Abstract: We examine within a life-cycle set-up the simultaneous choice of health care and retirement (together with consumption), when health care contributes to both a reduction in mortality and in morbidity. Health tends to impact on retirement via morbidity, determining the disutility of work, and through longevity, determining the need to accumulate retirement wealth. In contrast, the age of retirement drives health through changes in the value of survival and the value of morbidity reductions. We apply our model to analyse the effects of moral hazard in the annuity market: While moral hazard always induces excessive health investments and an excessive duration of working life it also triggers an excessive level of consumption if the impact of health on the disutility of work is sufficiently large. We examine a transfer scheme and mandatory retirement as policies to curtail moral hazard. Numerical analysis illustrates the working of our model. --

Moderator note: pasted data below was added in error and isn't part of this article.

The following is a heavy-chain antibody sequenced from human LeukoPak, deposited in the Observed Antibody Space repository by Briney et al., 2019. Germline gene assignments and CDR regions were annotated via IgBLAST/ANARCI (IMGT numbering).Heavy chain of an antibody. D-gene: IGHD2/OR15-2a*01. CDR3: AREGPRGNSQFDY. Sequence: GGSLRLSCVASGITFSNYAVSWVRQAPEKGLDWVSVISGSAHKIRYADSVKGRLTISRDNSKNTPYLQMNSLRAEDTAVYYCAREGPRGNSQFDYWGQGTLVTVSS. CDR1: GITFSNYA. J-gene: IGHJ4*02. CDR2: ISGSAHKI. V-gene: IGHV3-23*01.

Keywords: annuities,demand for health,moral hazard,life-cycle-model,optimal control,retirement,value of life
    JEL: D91 I12 J26
    Date: 2012
  13. By: Marc Klemp; Chris Minns; Patrick Wallis; Jacob Weisdorf (University of Copenhagen, LSE, and University of Southern Denmark)
    Abstract: This paper uses linked apprenticeship-family reconstitution records to explore the influence of family structure on human capital formation in preindustrial England. We observe a small but significant relationship between birth order, resources and human capital investments. Among the gentry, eldest sons were almost never apprenticed. Outside the gentry, a large number of apprentices were eldest sons, even from farming families. This Implies a relatively large place for a child’s aptitude and interest in shaping their career compared to custom or inheritance practices, making the “middling sorts” behave much more as families do in presentday labour studies than the contemporary elites. We also find a surprisingly high rate of return migration, questioning the emphasis on neo-locality and suggesting that parents could anticipate benefiting directly from positive externalities arising from the training provided to children. This interpretation also fits well with our finding that if parents had died before indenture, apprentices were significantly less likely to return home.